VICE PRESIDENT Constantino Chiwenga’s lawyer has confirmed that he delivered loads of personal goods and clothing bringing m belonging to his estranged wife at her house in Eastlea though denying that the goods were delivered were delivered by army personnel.
The lawyer said the Vice President hired a vehicle to deliver the personal items, which cannot be part of a divorce settlement to Ms Marry Mubaiwa after a pre-trial conference agreement that the property would be delivered.
But her family suggested it should be handed over at Ms Mubaiwa’s house, rather than her parents’ house.
It was only after this delivery that a letter was received from Ms Mubaiwa’s lawyer asking for the delivery of the personal items to be delayed until Ms Mubaiwa had given her lawyer instructions on where the personal property should be sent.
The Vice President and his estranged wife Ms Marry Mubaiwa are entangled in a divorce action at the High Court, centred on a custody dispute for their three children and the usual discussions over how property should be divided.
The VP’s lawyer, Mr Wilson Manase, dismissed the report that army personnel and vehicle were used as meant to deliberately scandalise the good name of his client.
“We read with utmost dismay the report which is replete with falsehoods,” he said.
“We are studying the purport of the article in order to correctly advise our client on whether he should take an appropriate action, more particularly when they claim that military personnel were involved.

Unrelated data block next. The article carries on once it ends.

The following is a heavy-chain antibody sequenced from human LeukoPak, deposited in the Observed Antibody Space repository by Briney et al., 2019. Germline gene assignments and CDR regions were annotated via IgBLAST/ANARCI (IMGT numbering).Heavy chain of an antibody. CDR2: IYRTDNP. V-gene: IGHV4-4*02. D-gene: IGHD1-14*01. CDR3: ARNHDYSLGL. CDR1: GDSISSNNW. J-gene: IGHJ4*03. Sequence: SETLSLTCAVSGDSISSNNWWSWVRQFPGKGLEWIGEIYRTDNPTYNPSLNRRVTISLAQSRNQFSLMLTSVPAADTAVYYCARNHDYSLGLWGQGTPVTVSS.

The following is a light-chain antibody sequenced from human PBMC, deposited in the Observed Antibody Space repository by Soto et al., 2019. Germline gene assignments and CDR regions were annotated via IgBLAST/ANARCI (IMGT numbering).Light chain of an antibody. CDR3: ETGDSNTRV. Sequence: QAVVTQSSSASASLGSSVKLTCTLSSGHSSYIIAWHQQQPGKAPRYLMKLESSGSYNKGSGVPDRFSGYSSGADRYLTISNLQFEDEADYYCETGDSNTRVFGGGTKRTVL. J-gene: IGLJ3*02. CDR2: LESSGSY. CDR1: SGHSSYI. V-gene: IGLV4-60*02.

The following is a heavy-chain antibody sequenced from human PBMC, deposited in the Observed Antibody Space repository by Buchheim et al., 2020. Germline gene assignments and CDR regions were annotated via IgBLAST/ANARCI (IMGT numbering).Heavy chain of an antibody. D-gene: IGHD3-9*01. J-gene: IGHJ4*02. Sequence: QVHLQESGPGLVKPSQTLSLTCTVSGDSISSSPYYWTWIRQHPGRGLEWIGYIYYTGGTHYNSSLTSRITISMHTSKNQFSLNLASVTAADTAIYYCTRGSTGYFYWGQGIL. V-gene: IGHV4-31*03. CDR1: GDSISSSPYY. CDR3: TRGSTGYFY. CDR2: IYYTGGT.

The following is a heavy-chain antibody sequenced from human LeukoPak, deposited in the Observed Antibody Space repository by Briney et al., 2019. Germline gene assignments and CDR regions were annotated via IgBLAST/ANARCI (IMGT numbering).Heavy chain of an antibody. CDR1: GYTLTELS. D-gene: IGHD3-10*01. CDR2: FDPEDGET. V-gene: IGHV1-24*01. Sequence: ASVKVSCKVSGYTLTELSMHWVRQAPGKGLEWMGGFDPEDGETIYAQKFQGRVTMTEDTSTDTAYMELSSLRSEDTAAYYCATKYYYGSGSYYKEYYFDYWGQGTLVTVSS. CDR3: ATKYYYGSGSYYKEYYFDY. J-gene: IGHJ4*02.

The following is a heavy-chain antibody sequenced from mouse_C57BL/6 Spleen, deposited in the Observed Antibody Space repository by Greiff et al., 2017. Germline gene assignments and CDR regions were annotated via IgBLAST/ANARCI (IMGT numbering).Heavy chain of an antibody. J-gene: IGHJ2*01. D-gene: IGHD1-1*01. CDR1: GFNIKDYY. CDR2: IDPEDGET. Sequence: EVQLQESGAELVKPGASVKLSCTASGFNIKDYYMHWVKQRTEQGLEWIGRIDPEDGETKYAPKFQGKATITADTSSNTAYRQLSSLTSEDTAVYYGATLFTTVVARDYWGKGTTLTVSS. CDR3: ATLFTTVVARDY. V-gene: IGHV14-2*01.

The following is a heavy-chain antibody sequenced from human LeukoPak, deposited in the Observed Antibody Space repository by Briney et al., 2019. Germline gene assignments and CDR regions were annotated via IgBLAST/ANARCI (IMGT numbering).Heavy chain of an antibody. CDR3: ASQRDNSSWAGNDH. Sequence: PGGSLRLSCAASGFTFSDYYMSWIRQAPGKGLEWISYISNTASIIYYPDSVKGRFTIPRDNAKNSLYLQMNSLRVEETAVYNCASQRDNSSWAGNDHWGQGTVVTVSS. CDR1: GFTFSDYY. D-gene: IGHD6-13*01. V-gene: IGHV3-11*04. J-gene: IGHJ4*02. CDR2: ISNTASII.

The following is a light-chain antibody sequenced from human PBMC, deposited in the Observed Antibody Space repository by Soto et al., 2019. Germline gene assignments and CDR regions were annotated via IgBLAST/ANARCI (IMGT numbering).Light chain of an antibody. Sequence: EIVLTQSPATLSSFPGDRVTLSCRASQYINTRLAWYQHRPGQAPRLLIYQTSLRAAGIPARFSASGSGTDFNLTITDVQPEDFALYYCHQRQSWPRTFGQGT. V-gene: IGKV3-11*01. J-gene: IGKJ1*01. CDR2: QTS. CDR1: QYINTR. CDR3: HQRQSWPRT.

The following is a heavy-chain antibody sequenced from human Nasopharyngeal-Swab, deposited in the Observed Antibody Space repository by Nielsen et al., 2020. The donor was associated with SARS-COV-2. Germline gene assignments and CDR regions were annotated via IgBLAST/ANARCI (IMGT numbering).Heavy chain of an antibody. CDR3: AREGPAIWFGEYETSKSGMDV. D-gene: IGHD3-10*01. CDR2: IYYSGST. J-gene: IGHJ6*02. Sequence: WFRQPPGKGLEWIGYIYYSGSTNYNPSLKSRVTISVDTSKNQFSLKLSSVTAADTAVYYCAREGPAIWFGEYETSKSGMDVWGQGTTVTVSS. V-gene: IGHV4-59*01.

“I do believe this is a headline to sell the newspaper, more particularly in an economic environment where people are not buying their paper.” he said referring to the weekend Steward
Vice President Chiwenga, said the lawyer, never wanted to humiliate his estranged wife, with whom he has children together.
“VP Chiwenga never used military personnel to transport the property in question but hired a truck.”
To set the record straight, Mr Manase said the property alluded to in the report was delivered to Ms Mubaiwa following an arranged meeting attended by both parties in Advocate Lewis Uriri’s chambers and an agreement that purely personal property belonging to Ms Mubaiwa should be delivered to her.
Ms Mubaiwa’s lawyer, Ms Beatrice Mtetwa, and her father, Mr Kenny Mubaiwa and his wife Helga, were all present and made a request that they be urgently given immediate access to all outstanding clothing, her vehicle and her personal items, said Mr Manase.
According to the lawyer, Ms Mubaiwa had alleged that the Vice President was denying her access to clothes which are not part of the dispute over the sharing of property now before the courts.
“These sentiments were aptly captured in the pre-trial conference minutes drafted and filed with the High Court,” he said.
Initially the property was supposed to be delivered to where Mubaiwa is staying, which is her parents’ home in Folyjon Crescent in Glen Lorne.
According to correspondences between the parties’ lawyers, an attempt was made to deliver the property at the agreed address, but Ms Mubaiwa’s father, Mr Kenny Mubaiwa, indicated that the goods should not be delivered there since his house was not his daughter’s home, as she had her own house in Eastlea.
Mr Manase said after delivering the goods to the Eastlea house, he afterwards received a letter from Ms Mtetwa advising them that she had not got full instructions from her client on the delivery of the property to Eastlea house.
“Without instructions from client, we are unable to respond to your letters,” wrote Ms Mtetwa to VP Chiwenga’s lawyer, requesting for stay of the delivery until she has received full instructions.
In this regard, Mr Manase said the reporter should have verified the facts from both parties to come up with an accurate and objective piece imbued with credibility.
“The article clearly insinuate that our client was abusing his position which the paper is repeating for the second time now, just to tarnish the image of the Vice President,” he said.